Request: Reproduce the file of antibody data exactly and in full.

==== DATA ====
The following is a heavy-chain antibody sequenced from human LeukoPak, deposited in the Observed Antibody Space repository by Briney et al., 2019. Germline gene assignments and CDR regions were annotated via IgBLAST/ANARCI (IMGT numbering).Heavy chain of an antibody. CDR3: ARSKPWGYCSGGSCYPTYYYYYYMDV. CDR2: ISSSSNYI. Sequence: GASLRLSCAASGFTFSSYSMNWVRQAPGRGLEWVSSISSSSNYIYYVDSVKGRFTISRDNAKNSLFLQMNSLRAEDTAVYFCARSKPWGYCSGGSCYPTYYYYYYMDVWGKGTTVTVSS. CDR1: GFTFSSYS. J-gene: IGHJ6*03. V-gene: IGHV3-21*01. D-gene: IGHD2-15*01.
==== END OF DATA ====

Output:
The following is a heavy-chain antibody sequenced from human LeukoPak, deposited in the Observed Antibody Space repository by Briney et al., 2019. Germline gene assignments and CDR regions were annotated via IgBLAST/ANARCI (IMGT numbering).Heavy chain of an antibody. CDR3: ARSKPWGYCSGGSCYPTYYYYYYMDV. CDR2: ISSSSNYI. Sequence: GASLRLSCAASGFTFSSYSMNWVRQAPGRGLEWVSSISSSSNYIYYVDSVKGRFTISRDNAKNSLFLQMNSLRAEDTAVYFCARSKPWGYCSGGSCYPTYYYYYYMDVWGKGTTVTVSS. CDR1: GFTFSSYS. J-gene: IGHJ6*03. V-gene: IGHV3-21*01. D-gene: IGHD2-15*01.